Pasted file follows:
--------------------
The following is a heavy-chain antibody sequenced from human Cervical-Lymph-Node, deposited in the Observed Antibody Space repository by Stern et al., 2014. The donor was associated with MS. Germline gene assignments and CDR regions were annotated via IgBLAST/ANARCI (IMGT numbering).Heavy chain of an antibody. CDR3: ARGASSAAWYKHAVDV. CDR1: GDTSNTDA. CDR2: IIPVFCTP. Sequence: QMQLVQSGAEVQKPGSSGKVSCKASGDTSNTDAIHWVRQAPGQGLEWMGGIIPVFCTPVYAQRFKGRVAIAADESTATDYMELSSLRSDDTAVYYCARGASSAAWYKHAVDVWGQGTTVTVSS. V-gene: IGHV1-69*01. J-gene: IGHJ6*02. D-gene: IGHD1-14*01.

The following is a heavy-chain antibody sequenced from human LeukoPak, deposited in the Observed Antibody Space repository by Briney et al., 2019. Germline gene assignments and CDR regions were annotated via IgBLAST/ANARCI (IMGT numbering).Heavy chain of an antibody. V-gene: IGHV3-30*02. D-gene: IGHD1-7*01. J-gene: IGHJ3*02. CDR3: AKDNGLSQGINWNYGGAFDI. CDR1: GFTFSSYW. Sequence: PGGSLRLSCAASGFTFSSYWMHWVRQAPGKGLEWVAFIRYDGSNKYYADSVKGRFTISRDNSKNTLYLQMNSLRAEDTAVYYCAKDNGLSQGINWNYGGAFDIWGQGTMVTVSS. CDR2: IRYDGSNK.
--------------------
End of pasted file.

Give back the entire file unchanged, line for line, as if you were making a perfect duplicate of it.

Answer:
The following is a heavy-chain antibody sequenced from human Cervical-Lymph-Node, deposited in the Observed Antibody Space repository by Stern et al., 2014. The donor was associated with MS. Germline gene assignments and CDR regions were annotated via IgBLAST/ANARCI (IMGT numbering).Heavy chain of an antibody. CDR3: ARGASSAAWYKHAVDV. CDR1: GDTSNTDA. CDR2: IIPVFCTP. Sequence: QMQLVQSGAEVQKPGSSGKVSCKASGDTSNTDAIHWVRQAPGQGLEWMGGIIPVFCTPVYAQRFKGRVAIAADESTATDYMELSSLRSDDTAVYYCARGASSAAWYKHAVDVWGQGTTVTVSS. V-gene: IGHV1-69*01. J-gene: IGHJ6*02. D-gene: IGHD1-14*01.

The following is a heavy-chain antibody sequenced from human LeukoPak, deposited in the Observed Antibody Space repository by Briney et al., 2019. Germline gene assignments and CDR regions were annotated via IgBLAST/ANARCI (IMGT numbering).Heavy chain of an antibody. V-gene: IGHV3-30*02. D-gene: IGHD1-7*01. J-gene: IGHJ3*02. CDR3: AKDNGLSQGINWNYGGAFDI. CDR1: GFTFSSYW. Sequence: PGGSLRLSCAASGFTFSSYWMHWVRQAPGKGLEWVAFIRYDGSNKYYADSVKGRFTISRDNSKNTLYLQMNSLRAEDTAVYYCAKDNGLSQGINWNYGGAFDIWGQGTMVTVSS. CDR2: IRYDGSNK.